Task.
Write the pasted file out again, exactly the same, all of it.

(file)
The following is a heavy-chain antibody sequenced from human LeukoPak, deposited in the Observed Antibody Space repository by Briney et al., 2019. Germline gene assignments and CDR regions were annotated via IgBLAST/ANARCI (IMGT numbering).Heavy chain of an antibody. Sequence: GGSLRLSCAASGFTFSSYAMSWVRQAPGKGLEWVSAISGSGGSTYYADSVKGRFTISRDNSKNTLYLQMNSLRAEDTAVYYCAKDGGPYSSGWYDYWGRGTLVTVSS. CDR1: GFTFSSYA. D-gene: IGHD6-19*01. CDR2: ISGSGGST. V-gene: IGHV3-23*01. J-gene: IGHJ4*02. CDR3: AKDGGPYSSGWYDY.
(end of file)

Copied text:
The following is a heavy-chain antibody sequenced from human LeukoPak, deposited in the Observed Antibody Space repository by Briney et al., 2019. Germline gene assignments and CDR regions were annotated via IgBLAST/ANARCI (IMGT numbering).Heavy chain of an antibody. Sequence: GGSLRLSCAASGFTFSSYAMSWVRQAPGKGLEWVSAISGSGGSTYYADSVKGRFTISRDNSKNTLYLQMNSLRAEDTAVYYCAKDGGPYSSGWYDYWGRGTLVTVSS. CDR1: GFTFSSYA. D-gene: IGHD6-19*01. CDR2: ISGSGGST. V-gene: IGHV3-23*01. J-gene: IGHJ4*02. CDR3: AKDGGPYSSGWYDY.